I became a Republican because I wanted to be more involved in a party that I felt most reflected my views on one of the most key issues out there: the right to life. I sympathize with the plight of pro-life Democrats, and I am ready and willing to accept any person into the pro-life movement, but I can only imagine what it’s like to affiliate with a political party whose platform could hardly agree less with the right to life. Of course, I also acknowledge that pro-lifers come from many walks of life, from any political party affiliation to no political party affiliation.
I would say that we need more people like myself in both the pro-life movement and political change. I have come across pro-lifers who have resisted getting involved in politics altogether, and Republicans who barely want to go near the issue of abortion, or worse, who are pro-choice. But from my experience with the two clubs during my time at Fordham University, I do believe that the glory days of both Fordham’s Respect for Life (the pro-life club on campus) and Fordham College Republicans was when the two groups actually had a connection with each other, having many members in both clubs, and stood for many of the same pro-life values.
I someday hope to run for office, whether it be in House of Representatives or Senate of my state, or for the presidency of the United States of America. Because I don’t want to stop where I am currently with my pro-life activities, I actually want to sponsor, vote on, and hopefully pass pro-life legislation that really affects this country.
And so long as we still have elected officials who agree with our views and uphold the right to life, we should welcome the issue of abortion being addressed in politics! For those elected officials who do not uphold our views, or who stray from them, we can hold them accountable and vote them out of office, and vote real pro-lifers in. Our elected officials should know that America cares about the issue of abortion, and not toss it to the side. We should also at the same time encourage those candidates who do fight for the right to life.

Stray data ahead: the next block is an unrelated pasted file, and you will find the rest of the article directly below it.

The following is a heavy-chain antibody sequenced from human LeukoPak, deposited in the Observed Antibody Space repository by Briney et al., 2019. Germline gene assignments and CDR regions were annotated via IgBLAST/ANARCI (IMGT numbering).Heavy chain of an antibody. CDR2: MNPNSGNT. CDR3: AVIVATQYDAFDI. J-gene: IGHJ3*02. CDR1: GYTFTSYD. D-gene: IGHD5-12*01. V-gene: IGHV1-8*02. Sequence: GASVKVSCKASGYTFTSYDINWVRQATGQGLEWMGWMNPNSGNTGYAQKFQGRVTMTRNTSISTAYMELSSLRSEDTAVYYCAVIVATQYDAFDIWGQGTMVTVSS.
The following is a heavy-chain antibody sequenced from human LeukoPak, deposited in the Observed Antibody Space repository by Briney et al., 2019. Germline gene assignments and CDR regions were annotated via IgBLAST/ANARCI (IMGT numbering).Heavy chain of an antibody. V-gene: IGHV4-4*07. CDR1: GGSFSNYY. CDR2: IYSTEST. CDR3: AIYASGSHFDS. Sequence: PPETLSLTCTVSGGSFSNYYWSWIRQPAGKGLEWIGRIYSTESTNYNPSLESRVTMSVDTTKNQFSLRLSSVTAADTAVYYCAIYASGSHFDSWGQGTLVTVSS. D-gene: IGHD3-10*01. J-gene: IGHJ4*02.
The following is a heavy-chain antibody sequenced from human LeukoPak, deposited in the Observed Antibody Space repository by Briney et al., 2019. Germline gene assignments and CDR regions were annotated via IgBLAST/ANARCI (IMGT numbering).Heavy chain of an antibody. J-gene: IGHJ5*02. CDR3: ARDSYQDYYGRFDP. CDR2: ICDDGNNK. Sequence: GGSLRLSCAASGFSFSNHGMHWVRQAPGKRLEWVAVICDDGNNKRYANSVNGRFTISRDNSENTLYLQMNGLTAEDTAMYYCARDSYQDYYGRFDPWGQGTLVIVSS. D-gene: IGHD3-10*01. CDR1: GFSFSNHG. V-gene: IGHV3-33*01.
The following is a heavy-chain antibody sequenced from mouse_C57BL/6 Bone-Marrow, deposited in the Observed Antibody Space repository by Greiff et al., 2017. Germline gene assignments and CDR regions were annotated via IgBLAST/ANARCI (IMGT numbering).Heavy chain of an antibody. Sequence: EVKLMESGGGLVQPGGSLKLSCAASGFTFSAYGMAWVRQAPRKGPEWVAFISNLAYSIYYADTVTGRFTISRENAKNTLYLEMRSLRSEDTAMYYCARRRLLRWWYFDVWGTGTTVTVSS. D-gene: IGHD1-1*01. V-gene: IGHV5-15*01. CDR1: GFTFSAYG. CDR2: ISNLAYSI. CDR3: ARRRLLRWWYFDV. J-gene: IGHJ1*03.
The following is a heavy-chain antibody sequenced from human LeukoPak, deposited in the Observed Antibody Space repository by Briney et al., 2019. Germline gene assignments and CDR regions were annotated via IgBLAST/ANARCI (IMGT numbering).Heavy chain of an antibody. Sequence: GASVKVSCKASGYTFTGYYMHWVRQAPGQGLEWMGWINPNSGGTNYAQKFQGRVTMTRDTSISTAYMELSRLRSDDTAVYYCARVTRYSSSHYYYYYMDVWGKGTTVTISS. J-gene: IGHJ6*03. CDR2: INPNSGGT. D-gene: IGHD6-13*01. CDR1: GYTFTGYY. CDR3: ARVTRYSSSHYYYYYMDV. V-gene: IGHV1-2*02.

If we are to see some sort of change at the national level, which we should want to see, then we need to become more involved in abortion and politics. For if we work on electing more pro-life politicians, it is my hope and belief that we will see change in the direction we want.
I admire those good people who seek every day to change hearts and minds by sidewalk-counseling women and volunteering at crisis pregnancy centers. I believe that I am called to impact the issue on a different, more political level, though, and I need not be the only one. Making abortion a political issue can help to pass laws at the local and state levels, but also at the national level. A president’s view on abortion is an indication as to whether he will sign or veto pro-life or pro-abortion legislation, and let us not forget that he nominates justices to the U.S. Supreme Court who may someday uphold or overturn Roe v. Wade.
The other side seems to have no problem getting political. Planned Parenthood spent $15 million to re-elect Obama. As Susan Michelle Tyrrell pointed out, back when that figure was $12 million, this is an organization supported in part by our tax dollars, even by those who want no part in politics:
Hey, America, do you know what you’re funding with government money when you give to “women’s health” via Planned Parenthood? You think I’m going to say abortion, don’t you? I don’t actually need to say that since you’d have to be brain dead not to know that part. How about to Barack Obama’s re-election? Wait you say! Not us! We give my money to Planned Parenthood because women’s health is important. Our tax dollars should support this crucial organization. Well, don’t look now, but you look like the silver-haired matron of the abortion industry, Cecile Richards.
She then goes on to discuss how Cecile Richards took time off from her job at Planned Parenthood to go campaign for Obama. And yet Planned Parenthood affiliates are the ones who cry out to “STOP playing politics with women’s health care!” when it comes to voting on bills.
Abortion is indeed a moral issue. And to quote Marco Rubio, it also “is a fundamental issue.” But that does not mean it cannot be a political issue as well. If we are to truly get somewhere with affecting abortion at the national level, we should make it political. I say we must. And consider this: if we are to make this fundamental, moral issue more political, are we merely making abortion political, or are we making it so that politics is more reflective of our morals? I choose to see it as the latter.